Georgia’s state legislature has approved $250,000 to put a community health center in Pembroke, officials say.
It’s unclear when the center will open or where it will be, but officials with the Georgia Primary Care Association met with local leaders May 10 and then toured possible sites in Pembroke.
The center, which will see patients regardless of ability to pay, will be run by Curtis V. Cooper Primary Health Care, a Savannah-based private non-profit and federally qualified health care company that has several health centers in Chatham County.
The community health center in Bryan County will be its first outside Chatham County, officials said, though Curtis V. Cooper already sees a number of patients from Bryan County, the company’s medical director, Dr. Fariborz Zaer, said during the meeting in Pembroke.
In all, Curtis V. Cooper has more than 19,000 patients in its system, Zaer said. It’s a system that includes mobile health clinics which visit senior citizens and areas such as daycares and preschools.
"I’ve been a physician for 30 plus years," Zaer said. "It’s satisfying to see the impact we’re having on the community to be able to provide services, especially for the uninsured and underinsured."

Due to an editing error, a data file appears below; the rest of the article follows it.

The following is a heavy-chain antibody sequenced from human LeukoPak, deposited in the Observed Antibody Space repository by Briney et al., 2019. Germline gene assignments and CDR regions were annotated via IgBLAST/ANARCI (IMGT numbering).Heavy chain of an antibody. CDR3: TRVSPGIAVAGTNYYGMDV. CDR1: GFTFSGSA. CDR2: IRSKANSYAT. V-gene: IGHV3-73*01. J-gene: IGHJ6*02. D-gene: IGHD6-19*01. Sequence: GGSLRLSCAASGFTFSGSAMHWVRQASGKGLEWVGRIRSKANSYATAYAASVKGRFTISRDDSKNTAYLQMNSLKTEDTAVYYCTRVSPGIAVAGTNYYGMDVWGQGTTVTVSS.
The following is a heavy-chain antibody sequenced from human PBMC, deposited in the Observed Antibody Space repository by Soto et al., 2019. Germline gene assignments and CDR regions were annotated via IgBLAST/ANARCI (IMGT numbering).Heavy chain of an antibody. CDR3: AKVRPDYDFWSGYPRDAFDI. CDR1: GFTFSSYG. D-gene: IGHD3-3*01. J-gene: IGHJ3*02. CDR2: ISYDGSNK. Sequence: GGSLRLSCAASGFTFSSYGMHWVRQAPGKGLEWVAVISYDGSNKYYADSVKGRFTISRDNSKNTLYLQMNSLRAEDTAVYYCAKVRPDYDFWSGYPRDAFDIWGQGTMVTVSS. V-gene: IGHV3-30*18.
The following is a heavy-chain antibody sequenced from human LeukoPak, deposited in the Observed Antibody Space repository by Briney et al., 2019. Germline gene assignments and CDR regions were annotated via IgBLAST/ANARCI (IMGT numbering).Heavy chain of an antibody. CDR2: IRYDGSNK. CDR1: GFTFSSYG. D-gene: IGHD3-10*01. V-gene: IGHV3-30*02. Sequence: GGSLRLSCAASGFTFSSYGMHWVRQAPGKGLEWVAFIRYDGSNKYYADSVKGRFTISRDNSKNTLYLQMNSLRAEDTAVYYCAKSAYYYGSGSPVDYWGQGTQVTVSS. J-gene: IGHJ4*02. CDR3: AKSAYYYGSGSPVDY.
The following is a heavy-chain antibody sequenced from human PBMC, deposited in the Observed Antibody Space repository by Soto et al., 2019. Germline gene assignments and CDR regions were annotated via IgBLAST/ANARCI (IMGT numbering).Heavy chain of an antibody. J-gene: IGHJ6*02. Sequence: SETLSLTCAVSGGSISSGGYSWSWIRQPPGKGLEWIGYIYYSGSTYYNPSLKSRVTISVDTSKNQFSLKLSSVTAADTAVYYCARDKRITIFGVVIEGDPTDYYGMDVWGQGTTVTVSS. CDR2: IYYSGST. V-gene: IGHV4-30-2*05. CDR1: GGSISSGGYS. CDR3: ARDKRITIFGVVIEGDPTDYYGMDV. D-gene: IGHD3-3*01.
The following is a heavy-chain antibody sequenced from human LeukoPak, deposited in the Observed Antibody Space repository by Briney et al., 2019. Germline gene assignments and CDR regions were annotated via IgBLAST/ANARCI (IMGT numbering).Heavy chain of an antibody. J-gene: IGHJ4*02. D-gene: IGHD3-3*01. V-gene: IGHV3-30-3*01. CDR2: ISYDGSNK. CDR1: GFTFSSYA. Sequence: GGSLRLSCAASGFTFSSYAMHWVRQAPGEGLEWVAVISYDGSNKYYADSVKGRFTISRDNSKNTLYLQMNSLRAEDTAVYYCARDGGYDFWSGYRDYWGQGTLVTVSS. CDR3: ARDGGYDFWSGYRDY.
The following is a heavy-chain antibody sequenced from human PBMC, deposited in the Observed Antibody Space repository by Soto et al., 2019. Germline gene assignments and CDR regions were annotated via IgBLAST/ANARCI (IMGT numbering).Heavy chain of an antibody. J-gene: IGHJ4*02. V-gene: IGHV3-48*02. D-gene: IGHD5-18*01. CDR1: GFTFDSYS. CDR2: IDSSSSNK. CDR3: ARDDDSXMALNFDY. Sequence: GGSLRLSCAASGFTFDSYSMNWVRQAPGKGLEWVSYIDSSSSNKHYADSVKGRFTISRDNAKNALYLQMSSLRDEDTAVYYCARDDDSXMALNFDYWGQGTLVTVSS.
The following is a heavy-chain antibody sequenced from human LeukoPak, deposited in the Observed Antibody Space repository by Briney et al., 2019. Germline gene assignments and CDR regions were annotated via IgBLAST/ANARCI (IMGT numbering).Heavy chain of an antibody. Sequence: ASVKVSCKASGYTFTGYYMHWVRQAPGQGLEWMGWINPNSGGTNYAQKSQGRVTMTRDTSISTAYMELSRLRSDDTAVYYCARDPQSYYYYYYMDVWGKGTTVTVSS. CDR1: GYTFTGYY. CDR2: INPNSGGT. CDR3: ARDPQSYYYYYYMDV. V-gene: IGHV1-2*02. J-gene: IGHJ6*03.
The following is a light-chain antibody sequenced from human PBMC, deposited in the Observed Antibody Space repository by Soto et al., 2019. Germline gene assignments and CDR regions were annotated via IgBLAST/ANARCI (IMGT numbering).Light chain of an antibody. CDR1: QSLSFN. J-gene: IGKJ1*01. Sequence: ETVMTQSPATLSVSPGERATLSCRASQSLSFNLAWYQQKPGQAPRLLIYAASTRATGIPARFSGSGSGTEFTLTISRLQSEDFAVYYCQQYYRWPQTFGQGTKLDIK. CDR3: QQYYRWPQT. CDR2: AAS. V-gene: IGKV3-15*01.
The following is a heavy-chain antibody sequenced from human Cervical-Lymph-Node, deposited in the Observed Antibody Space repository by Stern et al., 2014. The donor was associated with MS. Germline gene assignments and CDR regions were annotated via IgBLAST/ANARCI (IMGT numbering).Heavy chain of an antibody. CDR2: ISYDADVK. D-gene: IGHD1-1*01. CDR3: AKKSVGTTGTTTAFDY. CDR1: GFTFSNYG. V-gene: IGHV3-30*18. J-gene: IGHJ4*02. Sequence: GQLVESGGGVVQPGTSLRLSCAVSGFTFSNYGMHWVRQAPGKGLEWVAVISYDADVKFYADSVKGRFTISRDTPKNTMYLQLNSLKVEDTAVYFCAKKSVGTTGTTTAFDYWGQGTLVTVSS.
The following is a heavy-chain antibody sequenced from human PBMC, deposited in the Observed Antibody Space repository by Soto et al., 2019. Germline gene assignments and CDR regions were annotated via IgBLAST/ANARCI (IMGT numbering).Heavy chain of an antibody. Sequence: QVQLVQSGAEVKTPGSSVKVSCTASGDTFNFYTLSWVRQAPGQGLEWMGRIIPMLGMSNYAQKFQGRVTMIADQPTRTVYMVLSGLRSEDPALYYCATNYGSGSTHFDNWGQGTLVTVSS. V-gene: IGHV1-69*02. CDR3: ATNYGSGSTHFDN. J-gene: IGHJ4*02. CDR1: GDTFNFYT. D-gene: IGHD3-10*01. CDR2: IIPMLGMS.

The center also accepts insurance, officials said.
Zaer and Curtis V. Cooper CEO Albert Grandy said the center provides a range of care, and has its own psychiatrist.
Duane Kavka, executive director of the GPCA, told those at the meeting the site in Pembroke will bring the number of community health centers in Georgia up to 212 in 112 counties. They are operated by 34 different private companies as a statewide system of partnerships under local control.
Bryan County was chosen for funding in part due to efforts by county commissioners and state Rep. Jan Tankersley, R-Brooklet, who represents North Bryan.
Tankersley said state lawmakers focused on rural health care during the last session, and that led to the funding.
"One of the biggest needs found by the Rural Development Center was our underserved rural areas as far as having health care, having a dentist, and having access to health care after hours," she said. "This is a wonderful opportunity that’s been presented to us."
Kavka said community health centers have been around since the 1960s, but were given new impetus under Pres. George W. Bush, whose wife, Laura Bush, was an advocate.
"I mention that to say we have great bipartisan support on both sides of Congress," Kavka said.